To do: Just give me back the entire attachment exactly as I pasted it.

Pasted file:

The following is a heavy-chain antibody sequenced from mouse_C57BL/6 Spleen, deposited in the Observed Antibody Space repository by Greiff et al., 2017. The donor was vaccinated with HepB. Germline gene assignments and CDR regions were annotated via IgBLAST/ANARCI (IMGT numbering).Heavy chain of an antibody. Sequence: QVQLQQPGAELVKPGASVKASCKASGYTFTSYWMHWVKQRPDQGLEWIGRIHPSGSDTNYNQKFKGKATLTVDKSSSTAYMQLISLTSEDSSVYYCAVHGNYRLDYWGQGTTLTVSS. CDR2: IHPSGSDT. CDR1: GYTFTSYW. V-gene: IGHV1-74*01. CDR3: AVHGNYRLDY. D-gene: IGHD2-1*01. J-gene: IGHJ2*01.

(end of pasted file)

The following is a heavy-chain antibody sequenced from mouse_C57BL/6 Spleen, deposited in the Observed Antibody Space repository by Greiff et al., 2017. The donor was vaccinated with HepB. Germline gene assignments and CDR regions were annotated via IgBLAST/ANARCI (IMGT numbering).Heavy chain of an antibody. Sequence: QVQLQQPGAELVKPGASVKASCKASGYTFTSYWMHWVKQRPDQGLEWIGRIHPSGSDTNYNQKFKGKATLTVDKSSSTAYMQLISLTSEDSSVYYCAVHGNYRLDYWGQGTTLTVSS. CDR2: IHPSGSDT. CDR1: GYTFTSYW. V-gene: IGHV1-74*01. CDR3: AVHGNYRLDY. D-gene: IGHD2-1*01. J-gene: IGHJ2*01.